“In the world of continuous delivery, developers aren’t done with a feature when they hand some code over to testers, or when the feature is “QA passed”. They are done when it is working in production.”
CI/CD works like a five-star restaurant: Build and test early on. “Taste” as you cook in “small batches”. Don’t wait until a multi-course meal is ready to leave the kitchen for dining service – you can’t undo untested spoiled dishes without waste, repetition and drama. Each dish has to be ready for service.
When dishes approved for “service” actually leave the kitchen for the dining room, that’s when the people who made the food are done.
“Continuous delivery is taking the code from the main repository and getting whatever kind of artifact that’s produced by the code into a production environment. Preferably this is through an automated process where no manual intervention or steps are required to deliver that artifact. This means that the steps required to get the artifact into production are codified in some way that an automated process can follow. Each step should boost your confidence that your system is indeed going to run in a production setting and things are going to work as expected.”
Here is a picture of the same CI process. (via Hackernoon) VCS is “Version Control), CI Server is (Continuous Integration Server) and App Server is where the tested and production ready changes are delivered.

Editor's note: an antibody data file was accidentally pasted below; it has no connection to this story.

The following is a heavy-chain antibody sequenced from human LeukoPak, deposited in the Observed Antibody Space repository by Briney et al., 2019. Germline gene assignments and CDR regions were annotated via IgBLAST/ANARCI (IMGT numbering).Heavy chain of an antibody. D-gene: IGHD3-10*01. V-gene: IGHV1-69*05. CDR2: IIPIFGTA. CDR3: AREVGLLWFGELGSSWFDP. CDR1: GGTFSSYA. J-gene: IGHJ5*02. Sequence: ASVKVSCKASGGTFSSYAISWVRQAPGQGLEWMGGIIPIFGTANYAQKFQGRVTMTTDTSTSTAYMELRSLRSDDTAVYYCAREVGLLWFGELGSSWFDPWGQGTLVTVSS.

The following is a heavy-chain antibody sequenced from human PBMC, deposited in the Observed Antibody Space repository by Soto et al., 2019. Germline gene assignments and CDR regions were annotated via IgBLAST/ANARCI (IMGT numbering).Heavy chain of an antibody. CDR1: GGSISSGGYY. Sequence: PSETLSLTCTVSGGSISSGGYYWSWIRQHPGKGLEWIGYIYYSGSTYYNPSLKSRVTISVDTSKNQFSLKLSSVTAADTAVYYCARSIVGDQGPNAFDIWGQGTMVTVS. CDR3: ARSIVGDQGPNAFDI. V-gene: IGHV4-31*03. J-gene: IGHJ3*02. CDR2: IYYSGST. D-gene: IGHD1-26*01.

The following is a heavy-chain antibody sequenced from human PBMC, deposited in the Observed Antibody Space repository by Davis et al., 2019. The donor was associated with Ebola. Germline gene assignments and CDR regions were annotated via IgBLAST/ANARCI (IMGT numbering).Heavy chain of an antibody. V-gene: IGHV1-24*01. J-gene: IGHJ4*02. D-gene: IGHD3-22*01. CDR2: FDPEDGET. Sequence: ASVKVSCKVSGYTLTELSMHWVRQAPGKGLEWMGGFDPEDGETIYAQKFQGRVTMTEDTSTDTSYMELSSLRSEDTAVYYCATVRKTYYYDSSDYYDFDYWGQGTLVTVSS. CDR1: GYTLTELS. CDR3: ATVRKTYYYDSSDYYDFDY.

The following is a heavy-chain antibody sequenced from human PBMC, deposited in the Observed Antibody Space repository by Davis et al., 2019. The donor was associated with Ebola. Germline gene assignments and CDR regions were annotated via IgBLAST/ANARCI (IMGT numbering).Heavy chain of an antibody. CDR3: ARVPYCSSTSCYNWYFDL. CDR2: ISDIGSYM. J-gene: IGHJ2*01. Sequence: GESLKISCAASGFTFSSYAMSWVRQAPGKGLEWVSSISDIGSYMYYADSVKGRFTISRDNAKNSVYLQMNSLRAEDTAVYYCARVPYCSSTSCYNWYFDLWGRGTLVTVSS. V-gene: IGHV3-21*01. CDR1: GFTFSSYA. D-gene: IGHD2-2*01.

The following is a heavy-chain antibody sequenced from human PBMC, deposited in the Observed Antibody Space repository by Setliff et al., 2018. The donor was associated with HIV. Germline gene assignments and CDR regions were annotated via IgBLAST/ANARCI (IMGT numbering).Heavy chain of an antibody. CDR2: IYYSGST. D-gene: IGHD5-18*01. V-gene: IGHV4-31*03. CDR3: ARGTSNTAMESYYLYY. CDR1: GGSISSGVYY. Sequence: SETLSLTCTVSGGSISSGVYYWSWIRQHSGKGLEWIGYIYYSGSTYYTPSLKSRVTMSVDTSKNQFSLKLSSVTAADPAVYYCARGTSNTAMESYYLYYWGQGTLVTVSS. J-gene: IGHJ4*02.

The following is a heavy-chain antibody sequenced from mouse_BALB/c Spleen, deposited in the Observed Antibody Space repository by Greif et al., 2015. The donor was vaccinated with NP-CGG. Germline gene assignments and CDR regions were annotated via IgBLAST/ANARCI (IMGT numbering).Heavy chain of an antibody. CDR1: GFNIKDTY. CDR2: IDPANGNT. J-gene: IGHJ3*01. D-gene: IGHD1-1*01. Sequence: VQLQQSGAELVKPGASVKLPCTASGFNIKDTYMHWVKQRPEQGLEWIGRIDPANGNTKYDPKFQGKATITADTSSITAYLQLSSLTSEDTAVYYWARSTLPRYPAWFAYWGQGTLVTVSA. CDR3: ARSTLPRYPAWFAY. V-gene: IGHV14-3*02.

Other CI/CD terms – “feature flags”, “version control branching”.
CI/CD includes “feature flags” and “version control branching”. Flags are changes which may be included in the production version but have not been “turned on” until they’re ready to go live. Branching is traffic control. Each change contributed to the repository, “feature”, is like a car in a multi-lane highway. “Version control” is about how to “merge” features, which exist in separate branches, into the right traffic lanes (such as “development”, “testing” and “production”/live software).
Let’s recap about CI/CD’s place within DevOps:
“Continuous integration and continuous delivery (CI/CD) enables the key promise of DevOps: delivering code changes more frequently and reliably.”
“In software engineering, continuous integration (CI) is the practice of merging all developers’ working copies to a shared mainline several times a day. Grady Booch first proposed the term CI in his 1991 method, although he did not advocate integrating several times a day. Extreme programming (XP) adopted the concept of CI and did advocate integrating more than once per day…”
Continuous Integration is both a practice and an attitude:
“… continuous integration is an attitude, not a tool. It’s a shared agreement by the team that:
- When we get the latest code from the repository, it will always build successfully and pass all tests.
- We will check in our code every two to four hours.
There’s lots of ways to make this happen, but they tend to be a variation on this theme:
- Before check-in, run the build and tests and make sure they pass.
- Tell people not to update from the repository because you’re doing an integration.
- Check in.
- Go to a different machine (often a dedicated “integration machine”), get the latest code from the repository, and make sure latest changes build and pass there, too.
- Done–tell people they can update again.”
Every job needs tools and for CI/CD, there are tools including:
Jenkins is a leading tool for automation of CI/CD processes.